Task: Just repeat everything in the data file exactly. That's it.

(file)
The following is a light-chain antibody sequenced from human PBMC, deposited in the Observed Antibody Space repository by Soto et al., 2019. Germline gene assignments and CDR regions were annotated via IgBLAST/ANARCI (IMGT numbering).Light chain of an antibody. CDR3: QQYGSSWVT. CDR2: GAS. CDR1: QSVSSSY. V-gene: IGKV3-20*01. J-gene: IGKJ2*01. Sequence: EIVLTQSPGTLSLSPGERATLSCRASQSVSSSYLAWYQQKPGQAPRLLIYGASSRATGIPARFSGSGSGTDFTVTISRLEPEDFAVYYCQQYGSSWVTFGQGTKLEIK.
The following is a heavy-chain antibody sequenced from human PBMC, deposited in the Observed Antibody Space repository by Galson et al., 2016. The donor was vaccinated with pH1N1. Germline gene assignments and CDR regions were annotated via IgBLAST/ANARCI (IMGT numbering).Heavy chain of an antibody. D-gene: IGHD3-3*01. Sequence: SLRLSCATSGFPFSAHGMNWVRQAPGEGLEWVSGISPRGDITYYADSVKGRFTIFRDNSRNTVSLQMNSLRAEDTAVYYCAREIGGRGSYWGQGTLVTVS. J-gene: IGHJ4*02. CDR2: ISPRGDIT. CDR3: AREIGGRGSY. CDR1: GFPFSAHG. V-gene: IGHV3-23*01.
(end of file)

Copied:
The following is a light-chain antibody sequenced from human PBMC, deposited in the Observed Antibody Space repository by Soto et al., 2019. Germline gene assignments and CDR regions were annotated via IgBLAST/ANARCI (IMGT numbering).Light chain of an antibody. CDR3: QQYGSSWVT. CDR2: GAS. CDR1: QSVSSSY. V-gene: IGKV3-20*01. J-gene: IGKJ2*01. Sequence: EIVLTQSPGTLSLSPGERATLSCRASQSVSSSYLAWYQQKPGQAPRLLIYGASSRATGIPARFSGSGSGTDFTVTISRLEPEDFAVYYCQQYGSSWVTFGQGTKLEIK.
The following is a heavy-chain antibody sequenced from human PBMC, deposited in the Observed Antibody Space repository by Galson et al., 2016. The donor was vaccinated with pH1N1. Germline gene assignments and CDR regions were annotated via IgBLAST/ANARCI (IMGT numbering).Heavy chain of an antibody. D-gene: IGHD3-3*01. Sequence: SLRLSCATSGFPFSAHGMNWVRQAPGEGLEWVSGISPRGDITYYADSVKGRFTIFRDNSRNTVSLQMNSLRAEDTAVYYCAREIGGRGSYWGQGTLVTVS. J-gene: IGHJ4*02. CDR2: ISPRGDIT. CDR3: AREIGGRGSY. CDR1: GFPFSAHG. V-gene: IGHV3-23*01.